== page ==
This process may include creating an ESG compliance checklist to ensure you capture all areas for focus and measurement and build strategies to monitor and improve them.

  1. Objectives. Understanding your obligations, industry best practice and regulatory imperatives will enable you to set necessary and achievable goals for each area of focus.
  2. Context. There are a number of external standards for ESG compliance. Familiarizing yourselves with the frameworks set out by SASB, GRI, TCFD, CDP and the WEF, among others, will enable you to map your ESG goals and data against recognized benchmarks. 5.
  3. Practicalities. How will you collect the ESG data you need to measure and drive your compliance program? Manual data capture brings a risk of errors and omissions (as well as being labor-intensive and time-consuming). You need to ensure that all your entities and operations are included in your ESG strategies, captured in monitoring, and represented in reporting.

Equally important, how will you mandate compliance with the processes that make up your ESG initiatives? Can you make “doing the right thing” the default? Many organizations are realizing that automation can help, not just with measuring and monitoring ESG compliance but with ensuring compliant approaches in the first place.

  1. Responsibility. Who should be responsible for implementing and overseeing the progress of your ESG compliance strategies? Not all businesses have a dedicated ESG compliance officer, but if ESG is a priority, someone within the compliance team should have accountability for achieving ESG objectives.

 

What Are the Risks of Not Being ESG Compliant?

As legislative imperatives around ESG grow, there are increased penalties for non-compliance with ESG principles. These may be financial, reputational or commercial. With ESG ratings and scores used more than ever to assess businesses, the potential impacts here shouldn’t be underestimated.

There’s also the risk of litigation if ESG disclosures are found to be wilfully misleading or inaccurate.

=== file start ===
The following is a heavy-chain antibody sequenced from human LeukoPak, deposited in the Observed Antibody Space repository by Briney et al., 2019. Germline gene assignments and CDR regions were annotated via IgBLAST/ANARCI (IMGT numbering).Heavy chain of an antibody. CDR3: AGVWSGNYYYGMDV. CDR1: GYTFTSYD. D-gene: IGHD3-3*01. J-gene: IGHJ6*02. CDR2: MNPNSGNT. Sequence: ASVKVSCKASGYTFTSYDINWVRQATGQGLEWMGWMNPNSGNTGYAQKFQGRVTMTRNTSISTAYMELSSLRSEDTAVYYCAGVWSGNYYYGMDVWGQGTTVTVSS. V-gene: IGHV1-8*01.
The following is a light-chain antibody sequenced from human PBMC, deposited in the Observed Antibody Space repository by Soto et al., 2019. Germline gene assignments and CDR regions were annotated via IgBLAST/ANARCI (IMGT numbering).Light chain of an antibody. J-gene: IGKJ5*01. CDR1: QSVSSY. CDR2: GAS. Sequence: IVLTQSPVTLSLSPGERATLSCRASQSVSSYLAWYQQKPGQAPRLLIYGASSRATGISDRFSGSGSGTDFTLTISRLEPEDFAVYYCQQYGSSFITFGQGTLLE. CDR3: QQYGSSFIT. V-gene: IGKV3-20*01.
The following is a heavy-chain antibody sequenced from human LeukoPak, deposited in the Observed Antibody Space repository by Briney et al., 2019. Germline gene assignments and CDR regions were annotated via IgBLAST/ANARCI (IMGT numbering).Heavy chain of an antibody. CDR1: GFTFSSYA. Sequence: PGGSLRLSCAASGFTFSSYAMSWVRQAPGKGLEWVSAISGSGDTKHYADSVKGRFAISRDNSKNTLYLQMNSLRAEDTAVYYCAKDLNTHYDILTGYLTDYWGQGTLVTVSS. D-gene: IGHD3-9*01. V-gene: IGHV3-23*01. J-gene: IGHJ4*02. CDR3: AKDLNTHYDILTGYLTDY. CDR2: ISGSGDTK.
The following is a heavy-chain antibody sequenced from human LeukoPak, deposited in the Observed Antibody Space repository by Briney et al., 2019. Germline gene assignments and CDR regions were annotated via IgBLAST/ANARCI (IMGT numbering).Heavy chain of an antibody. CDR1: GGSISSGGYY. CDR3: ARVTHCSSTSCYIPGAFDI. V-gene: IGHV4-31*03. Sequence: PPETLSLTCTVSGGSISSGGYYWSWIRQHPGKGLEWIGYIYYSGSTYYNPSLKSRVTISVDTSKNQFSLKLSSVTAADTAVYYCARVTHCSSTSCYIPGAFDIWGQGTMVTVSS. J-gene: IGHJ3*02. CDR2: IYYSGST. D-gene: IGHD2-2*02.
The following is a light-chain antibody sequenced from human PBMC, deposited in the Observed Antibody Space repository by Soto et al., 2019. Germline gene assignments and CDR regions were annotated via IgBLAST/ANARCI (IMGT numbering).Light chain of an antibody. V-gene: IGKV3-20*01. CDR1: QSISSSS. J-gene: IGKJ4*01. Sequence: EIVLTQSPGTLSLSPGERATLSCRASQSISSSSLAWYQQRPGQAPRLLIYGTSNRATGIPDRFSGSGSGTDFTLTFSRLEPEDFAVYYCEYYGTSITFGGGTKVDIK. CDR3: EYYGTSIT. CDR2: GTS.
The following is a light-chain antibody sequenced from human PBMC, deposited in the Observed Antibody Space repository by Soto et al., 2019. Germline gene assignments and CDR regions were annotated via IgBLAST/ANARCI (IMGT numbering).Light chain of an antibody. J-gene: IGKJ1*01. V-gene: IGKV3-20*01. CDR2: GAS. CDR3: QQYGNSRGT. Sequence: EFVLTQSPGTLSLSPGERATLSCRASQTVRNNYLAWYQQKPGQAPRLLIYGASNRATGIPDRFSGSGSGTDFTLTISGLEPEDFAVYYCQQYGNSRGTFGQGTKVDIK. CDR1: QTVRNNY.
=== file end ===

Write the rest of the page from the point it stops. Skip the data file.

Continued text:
Organizations that fall short on ESG yardsticks or have poor ESG reputations may find themselves unable to attract the talent they need; for instance, just 44% of STEM millennials are interested in careers in oil and gas, compared to 77% in the tech sector.

These organizations may also find themselves falling behind their competitors as consumers vote with their wallets; 64% of US consumers take a company’s ethical performance into account in purchasing decisions.

 

How Can Robotic Process Automation Empower Compliance Teams?

Robotic process automation (RPA) is a form of business process automation technology based on artificial intelligence (AI). It has the capability to aggregate data from multiple sources, which enhances reporting by reducing the time and work taken to collect, compile and present large amounts of data. RPA can also help mandate compliance by managing workflows and issuing automated reminders for required actions.

Having a single ESG platform will simplify ESG data collection, measurement and reporting, and enable you to benchmark your progress on ESG compliance against your peers and competitors. You can learn more about how automating governance, risk and compliance can help you achieve your ESG compliance goals here.

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Kezia Farnham Diligent
Content Strategy Manager
Kezia Farnham

Kezia Farnham is the Content Strategy Manager at Diligent. She's a University of the Arts London graduate who has enjoyed over seven years working across journalism, public relations and digital marketing, with a special focus on SEO and CRO in the B2B SaaS sector.

Kezia is passionate about helping governance professionals find the right information at the right time.